Articles | Volume 17, issue 1
Clim. Past, 17, 253–267, 2021
https://doi.org/10.5194/cp-17-253-2021
Clim. Past, 17, 253–267, 2021
https://doi.org/10.5194/cp-17-253-2021

Research article 27 Jan 2021

Research article | 27 Jan 2021

Last Glacial Maximum (LGM) climate forcing and ocean dynamical feedback and their implications for estimating climate sensitivity

Jiang Zhu and Christopher J. Poulsen

Download

Interactive discussion

Status: closed
Status: closed
AC: Author comment | RC: Referee comment | SC: Short comment | EC: Editor comment
Printer-friendly Version - Printer-friendly version Supplement - Supplement

Peer-review completion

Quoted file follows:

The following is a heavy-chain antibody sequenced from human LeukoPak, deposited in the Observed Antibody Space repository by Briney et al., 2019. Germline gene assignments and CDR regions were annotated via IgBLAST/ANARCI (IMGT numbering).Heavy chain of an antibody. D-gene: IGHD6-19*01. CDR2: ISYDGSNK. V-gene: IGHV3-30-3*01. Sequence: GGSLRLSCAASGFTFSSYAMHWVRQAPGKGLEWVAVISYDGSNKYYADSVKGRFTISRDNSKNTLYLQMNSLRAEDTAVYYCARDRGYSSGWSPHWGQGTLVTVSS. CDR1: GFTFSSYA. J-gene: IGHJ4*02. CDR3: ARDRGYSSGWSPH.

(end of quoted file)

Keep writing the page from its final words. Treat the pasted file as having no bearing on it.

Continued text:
AR: Author's response | RR: Referee report | ED: Editor decision
ED: Publish subject to minor revisions (review by editor) (02 Dec 2020) by Luke Skinner
AR by Jiang Zhu on behalf of the Authors (12 Dec 2020)  Author's response    Author's tracked changes    Manuscript
ED: Publish as is (14 Dec 2020) by Luke Skinner
Download
Short summary
Climate sensitivity has been directly calculated from paleoclimate data. This approach relies on good understandings of climate forcings and interactions within the Earth system. We conduct Last Glacial Maximum simulations using a climate model to quantify the forcing and efficacy of ice sheets and greenhouse gases and to directly estimate climate sensitivity in the model. Results suggest that the direct calculation overestimates the truth by 25 % due to neglecting ocean dynamical feedback.